Risk has two sides: underestimating it harms the investor, while overestimating it prevents the implementation of bold business projects. This book explains, from the point of view of the practitioner, the analysis of investment risk - a proper account of adequate risk management strategies - and offers an objective and readable account of the most common investment risk management procedures. It will not be highly mathematical, although mathematical formulae and technical graphs will be used where necessary, and will not rely on excessive technical jargon.
The author also covers guidelines of regulatory institutions that protect the market and the investor: Bank of International Settlements, US SEC and UK FSA.
|Series:||Wiley Finance Series , #257|
|Product dimensions:||7.07(w) x 9.84(h) x 0.72(d)|
Table of Contents
1 Introduction to Investment Risk.
Dream versus rude awakening.
2 The Beginning of Risk.
Risk and business.
Case study: The shark and its risk.
Case study: The ruin of Crédit Lyonnais (CL).
Case study: ABB engineering.
Banking risk and sharks.
Risk management as a discipline.
Humans and risk.
Case study: High-street retail store losses.
Case study: Allied Irish Bank (AIB).
The state of the investment game.
Case study: Equitable Life.
Risk and damage.
3 Investing under Risk.
Human behaviour and investment choice.
Monte Carlo simulation.
Collective use of mathematical tools.
Investment managerial control.
The treasurer’s role.
Trading and risk management.
Investment risk experts.
Case study: A large UK PLC defined benefits pension fund.
Who controls whom.
4 Investing under Attack.
Risk-bearers and risk-takers.
Investment companies/fund managers.
A look in the risk mirror.
Types of CEO – birds of a feather.
The CEO eagle – The M&A addict.
The CEO dodo – Risk-phobic.
The CEO ostrich – Risk-ignorant.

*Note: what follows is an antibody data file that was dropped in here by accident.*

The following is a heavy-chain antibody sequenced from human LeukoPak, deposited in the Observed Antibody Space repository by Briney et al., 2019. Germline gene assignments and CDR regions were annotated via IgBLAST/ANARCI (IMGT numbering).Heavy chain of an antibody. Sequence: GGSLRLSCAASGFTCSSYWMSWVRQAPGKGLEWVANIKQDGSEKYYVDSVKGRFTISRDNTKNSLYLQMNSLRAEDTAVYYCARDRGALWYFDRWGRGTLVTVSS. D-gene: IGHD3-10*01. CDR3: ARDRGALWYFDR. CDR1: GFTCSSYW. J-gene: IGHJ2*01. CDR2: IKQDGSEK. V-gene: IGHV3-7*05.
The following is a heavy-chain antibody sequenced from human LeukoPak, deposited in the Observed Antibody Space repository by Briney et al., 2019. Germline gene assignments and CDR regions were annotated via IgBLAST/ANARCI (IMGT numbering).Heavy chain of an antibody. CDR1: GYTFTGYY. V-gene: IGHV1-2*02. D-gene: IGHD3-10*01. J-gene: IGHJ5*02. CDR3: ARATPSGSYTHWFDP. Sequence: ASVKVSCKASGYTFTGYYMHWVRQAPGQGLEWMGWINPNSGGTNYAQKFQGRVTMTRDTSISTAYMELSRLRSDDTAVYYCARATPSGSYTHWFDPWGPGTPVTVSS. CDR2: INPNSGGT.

The CEO owl – Risk-acceptable.
The CEO magpie – Risk-seeking.
Company structure and risks.
Case study: The executive background check.
Case study: Boo.com.
Accuracy of corporate losses.
Classes of instruments and their risk components.
Investment as a project.
5 Investing under Investigation.
Instinct versus ability.
Checking corporate fundamentals.
Formulate a business plan.
Risk support and methodology.
Case study: LTCM.
6 Risk Warning Signs.
Prevailing risk attitudes.
Case study: Enron.
Airborne early warning (AEW).
International accounting standards (IAS).
The ratings procedure.
Law and risk management.
Case study: the UK Football League.
What the law covers.
Completeness of contract.
Case study: Merrill Lynch versus Unilever pension fund.
Sarbanes–Oxley Act for audit control.
Risk retention: self-insurance.
Case study: Insuring big oil projects.
Case study: the Names and Lloyds, London.
Sharing, transferring or mitigating risk.
Search for risk management.
Causality and managing investment risk.
Risk management to pick up the pieces.
Case study: Business Continuity, lessons from September 11th.
Case study: Guaranteed annuity payments.
Artificial intelligence (AI) and expert systems.
Case study: Anti-money laundering.
7 The Promise of Risk Management Systems.
Current state of systems.